At Kingsley Field, Airmen worked with the Klamath County Sheriff’s office to coordinate the search and rescue efforts, interact with simulated media inquiries, and brief the commander on the evolving situation.

 

Lt. Col. Ryan Bocchi, 173rd FW inspector general, assisted the exercise as an advisor and subject matter expert for the Klamath County SAR team. He went out to the incident site and worked with the volunteers to help them understand the equipment that a downed pilot would have on their person, what condition they may be in, and how far they could be from the site of the crashed plane.

 

Bocchi is also an F-15 instructor pilot for the 173rd Fighter Wing.

 

Bocchi described the rocky ground that the pilots trained over, saying “when you fly, you don’t realize how rough the terrain is, but as soon as you get to the ground it’s a different story.”

 

He described how there are incidents of pilots being dragged across the ground and “the probability of injury is high and that can compound the recovery effort.”

 

An injury can significantly compress the amount of time that a pilot is able to survive and remain viable for rescue.

 

In December 2019, a USMC F/A-18 Naval Aviator died after spending nearly ten hours in the ocean waiting for rescue following a midair collision. Rescuers arrived only an hour after he passed.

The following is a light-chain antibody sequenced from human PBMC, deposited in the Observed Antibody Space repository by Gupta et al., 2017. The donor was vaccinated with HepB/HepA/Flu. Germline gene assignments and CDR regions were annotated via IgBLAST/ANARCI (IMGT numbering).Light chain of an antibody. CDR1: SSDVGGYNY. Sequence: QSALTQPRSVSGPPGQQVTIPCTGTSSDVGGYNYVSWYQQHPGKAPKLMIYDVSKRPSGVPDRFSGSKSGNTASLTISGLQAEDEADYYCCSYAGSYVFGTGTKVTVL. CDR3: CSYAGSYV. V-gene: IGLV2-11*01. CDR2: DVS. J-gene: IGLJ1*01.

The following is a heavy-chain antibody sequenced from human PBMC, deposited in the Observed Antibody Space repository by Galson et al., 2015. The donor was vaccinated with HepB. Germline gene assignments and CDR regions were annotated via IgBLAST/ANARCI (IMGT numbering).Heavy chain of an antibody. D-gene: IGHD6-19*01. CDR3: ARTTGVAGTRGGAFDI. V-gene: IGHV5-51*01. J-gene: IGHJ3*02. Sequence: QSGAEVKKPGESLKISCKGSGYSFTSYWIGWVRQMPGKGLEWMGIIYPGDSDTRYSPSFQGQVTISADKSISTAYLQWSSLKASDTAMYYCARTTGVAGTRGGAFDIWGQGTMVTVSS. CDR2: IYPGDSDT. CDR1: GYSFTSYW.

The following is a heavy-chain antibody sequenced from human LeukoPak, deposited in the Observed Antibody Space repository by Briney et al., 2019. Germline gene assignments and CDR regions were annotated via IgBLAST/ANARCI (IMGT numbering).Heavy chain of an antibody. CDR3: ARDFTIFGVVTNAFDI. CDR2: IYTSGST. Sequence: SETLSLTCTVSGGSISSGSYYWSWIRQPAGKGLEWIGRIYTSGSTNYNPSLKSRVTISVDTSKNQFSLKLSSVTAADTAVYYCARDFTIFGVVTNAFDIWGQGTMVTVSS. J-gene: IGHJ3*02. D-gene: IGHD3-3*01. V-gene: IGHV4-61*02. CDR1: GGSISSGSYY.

In July 2015, a midair collision between a civilian Cessna 150 and a Shaw AFB F-16 forced a pilot to eject over South Carolina, and a SAR team was called to search for and recover the pilot, who survived.

 

Kingsley Field is not unique in reaching out to local community resources to assist in search and rescue efforts. “This exercise is regulation driven,” said Bocchi.  “AFI 10-2501 specifically outlines that these accident-driven responses incorporate our community partners.”

 

“I was impressed by the number of volunteers and equipment that responded to the exercise,” said Bocchi, adding that he was particularly impressed by the utilization of drone technology to rapidly search and clear large areas, enabling the final pilot to be found rapidly.

 

Dale Morrow, SAR team leader, is local business owner who moonlights as a volunteer for the Klamath County SAR team.

 

“We plug in coordinates, assign teams, and go find the missing person.” Morrow described how the rescue efforts take advantage of local infrastructure, but that it isn’t always an option.

 

“If we’re pretty close to the road then obviously we’ll drive, but if we have to go through the trees then we go through the trees.”

 

For this exercise, Morrow was a part of a team of eleven deputies and three sheriff deputies, and they brought side-by-sides, ATVs, radio direction-finders, and other specialized equipment.

 

“I was impressed by the number of volunteers and equipment that responded to the exercise,” said Bocchi, adding that he was particularly impressed by the utilization of drone technology to rapidly search and clear large areas, enabling the final pilot to be found rapidly.

 

Bocchi gave a glowing review of the local response at the end of the exercise, saying that the exercise was valuable to determine a realistic response time and flex the muscles to ensure a cohesive response if a pilot were ever to need to be found for real.

 

“This was great for interoperability,” he added, describing the joint effort between the base and the surrounding community, “this makes coordination easier and more effective.”